Are you Suffering from EA Model Sickness?

In Business Architecture, Enterprise Architecture by IRM UK1 Comment

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Working within the field of enterprise architecture, my team and I sadly encounter the disease ‘model sickness’ or see evidence of being ‘model sick’ all too often! This serious, yet curable condition can strike not just when modellers go bad, but when intelligent and experienced modellers simply forget who the end audience is or more importantly what the primary purpose of a model is…

Lorne_Clark

Lorne Clark, Head of Consulting, MEGA International

 

 

Where does model sickness strike?

The condition can normally be found where a ‘flat file’ style model is being used – i.e. diagrams without an underpinning database or clever way of storing other dimensions of information. However this sad condition can occur even when database based systems are in action.

How do I recognise model sickness?

  • A diagram that needs such a complex key of symbols used that you have to read it more than once and still find yourself confused
  • A diagram that only one ‘special’ person knows how to maintain and explain
  • A series of shapes where the shape itself is made up of many dimensions such that you have to have a sub key for each type of shape
  • A reluctance of the modeller to make changes as it’s so time consuming
  • Users that avoid trying to use the model sick at all costs

How to avoid and treat model sickness…

To avoid model sickness here are three points that are worth bearing in mind:

1. Who is the end audience which the diagram/model is aimed at? If it’s for more than one audience then are you quite sure that a single type of diagram is the best vehicle? A plumber uses a very different diagram to an electrician – it’s the same house, but different notation…

2. If you’re finding that a larger and larger page is required then are you sure that you’re capturing the right level of information and in a digestible format? London underground deliberately ignore distance in their tube map to allow all of the main stations to be seen in a single concise page…

3. Does the diagram/model continually seem to be out of date? Are you quite sure the model is still of use and/or value for the end users? A model which isn’t maintained for a reason or has slipped out of date is sometimes worse than no model at all… How many times has a road changed compared to our satnavs and led us to stress and frustration?

Model sickness can be a serious condition but the good news is it is easy to avoid by simply remembering that a model by definition is aimed to show a simplified representation of the real world and not rebuilding the world’s information in a different way! As much as models are essential, ultimately what matters is the endgame – that is meeting the needs of the business and their expected business outcomes.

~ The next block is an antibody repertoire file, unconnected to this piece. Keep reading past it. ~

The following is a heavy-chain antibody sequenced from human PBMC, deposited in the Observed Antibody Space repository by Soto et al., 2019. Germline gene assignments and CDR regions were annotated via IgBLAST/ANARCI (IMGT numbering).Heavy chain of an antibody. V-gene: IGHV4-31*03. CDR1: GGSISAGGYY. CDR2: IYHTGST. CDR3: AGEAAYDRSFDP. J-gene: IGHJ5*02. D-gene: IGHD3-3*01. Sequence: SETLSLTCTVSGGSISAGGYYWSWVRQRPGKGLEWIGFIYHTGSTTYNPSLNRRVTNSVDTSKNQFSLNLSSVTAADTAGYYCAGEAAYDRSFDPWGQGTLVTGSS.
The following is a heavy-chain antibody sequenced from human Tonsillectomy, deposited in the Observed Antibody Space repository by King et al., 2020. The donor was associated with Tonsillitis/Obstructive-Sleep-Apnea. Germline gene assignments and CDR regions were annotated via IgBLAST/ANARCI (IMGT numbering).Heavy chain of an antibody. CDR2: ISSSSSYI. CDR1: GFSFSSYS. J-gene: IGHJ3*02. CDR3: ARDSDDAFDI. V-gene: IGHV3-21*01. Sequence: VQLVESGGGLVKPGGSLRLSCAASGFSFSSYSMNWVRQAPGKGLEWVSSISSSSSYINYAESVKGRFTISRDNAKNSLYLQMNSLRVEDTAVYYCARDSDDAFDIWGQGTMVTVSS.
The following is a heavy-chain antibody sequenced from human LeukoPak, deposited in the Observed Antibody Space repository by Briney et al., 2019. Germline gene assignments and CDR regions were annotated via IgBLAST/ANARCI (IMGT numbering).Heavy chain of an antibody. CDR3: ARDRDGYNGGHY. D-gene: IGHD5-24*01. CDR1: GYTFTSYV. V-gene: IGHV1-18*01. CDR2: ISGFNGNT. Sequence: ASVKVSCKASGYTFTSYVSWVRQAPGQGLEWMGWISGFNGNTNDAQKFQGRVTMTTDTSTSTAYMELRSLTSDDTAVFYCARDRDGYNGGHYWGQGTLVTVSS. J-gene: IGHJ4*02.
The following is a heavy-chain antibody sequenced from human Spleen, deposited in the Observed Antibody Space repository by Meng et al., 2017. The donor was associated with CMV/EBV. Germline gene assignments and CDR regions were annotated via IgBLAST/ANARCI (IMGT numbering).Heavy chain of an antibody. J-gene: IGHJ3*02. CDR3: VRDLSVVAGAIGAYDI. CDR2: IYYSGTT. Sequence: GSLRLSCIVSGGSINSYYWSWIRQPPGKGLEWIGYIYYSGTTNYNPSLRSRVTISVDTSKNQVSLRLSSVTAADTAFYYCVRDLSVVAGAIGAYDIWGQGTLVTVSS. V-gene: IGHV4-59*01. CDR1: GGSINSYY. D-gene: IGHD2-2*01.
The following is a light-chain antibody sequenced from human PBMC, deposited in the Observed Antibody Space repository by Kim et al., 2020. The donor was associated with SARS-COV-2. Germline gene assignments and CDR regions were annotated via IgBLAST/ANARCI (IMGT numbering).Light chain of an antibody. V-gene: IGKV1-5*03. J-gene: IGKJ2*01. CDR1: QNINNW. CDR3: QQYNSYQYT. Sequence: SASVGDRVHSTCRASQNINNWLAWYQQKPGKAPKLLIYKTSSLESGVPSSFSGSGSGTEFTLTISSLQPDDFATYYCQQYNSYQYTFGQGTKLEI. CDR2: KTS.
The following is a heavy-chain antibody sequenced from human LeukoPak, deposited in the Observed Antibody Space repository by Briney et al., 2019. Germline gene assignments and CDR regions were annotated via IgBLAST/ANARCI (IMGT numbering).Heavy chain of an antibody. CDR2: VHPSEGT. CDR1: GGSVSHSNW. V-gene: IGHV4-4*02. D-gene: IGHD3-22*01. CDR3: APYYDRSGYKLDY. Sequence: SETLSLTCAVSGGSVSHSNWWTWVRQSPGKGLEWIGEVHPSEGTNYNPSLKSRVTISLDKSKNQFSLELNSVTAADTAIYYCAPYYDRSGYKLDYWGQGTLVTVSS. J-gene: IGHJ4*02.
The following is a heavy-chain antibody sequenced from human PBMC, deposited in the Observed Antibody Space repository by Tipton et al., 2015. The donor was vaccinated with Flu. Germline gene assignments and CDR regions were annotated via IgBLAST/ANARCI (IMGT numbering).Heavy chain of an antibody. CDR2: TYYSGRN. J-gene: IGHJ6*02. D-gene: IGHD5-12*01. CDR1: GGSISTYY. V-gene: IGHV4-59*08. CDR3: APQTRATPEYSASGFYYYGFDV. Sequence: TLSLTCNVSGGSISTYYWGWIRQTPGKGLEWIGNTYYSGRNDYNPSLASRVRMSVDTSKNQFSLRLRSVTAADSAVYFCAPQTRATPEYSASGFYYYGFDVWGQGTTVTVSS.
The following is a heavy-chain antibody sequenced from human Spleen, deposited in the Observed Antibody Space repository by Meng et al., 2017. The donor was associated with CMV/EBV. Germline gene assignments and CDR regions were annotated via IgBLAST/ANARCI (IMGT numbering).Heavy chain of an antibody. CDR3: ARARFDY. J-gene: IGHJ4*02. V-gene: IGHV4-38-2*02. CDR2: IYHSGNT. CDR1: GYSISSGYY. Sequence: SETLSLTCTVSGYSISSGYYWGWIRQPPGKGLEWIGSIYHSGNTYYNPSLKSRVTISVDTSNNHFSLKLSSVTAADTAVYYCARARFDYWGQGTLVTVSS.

Lorne Clark, Head of Consulting, MEGA International
Lorne has worked for MEGA International for over 9 years as both a Senior Consultant and has run the UK Consulting team for the last 4. Lorne started his career in GEC Marconi where he worked on both civilian and military engagements. Throughout his career Lorne has used modelling tools, techniques and methodologies to enable the delivery of success projects.  Lorne can be contacted at [email protected]

Comments

  1. The design sickness is, unfortunately, is the rule today when no two definitions for EA, capabilities, processes, functions ets are the same. It comes form the lack of an enterprise modelling framework. That may also mean that there are no design conventions or constraints, no component repository, no proper metamodel… etc.
    1. Audience: it is the whole enterprise. The EA consists of a set of linked models. There must be a view for everyone in that EA.
    2. Larger than a page: an one page architecture is good, but EA, as above, consists of a hierarchy of linked models, each displayable on one page.
    3. One of the reasons the models are not kept up to date is that the tool is not simple enough or good enough to propagate or at least require the change of dependencies.

    If the car or airplane manufacturers would utilise only simple models we wouldn’t want to drive or fly their products. The end game is to document the enterprise to the level of detail needed by every stakeholder from the strategist to the low level solution designer.

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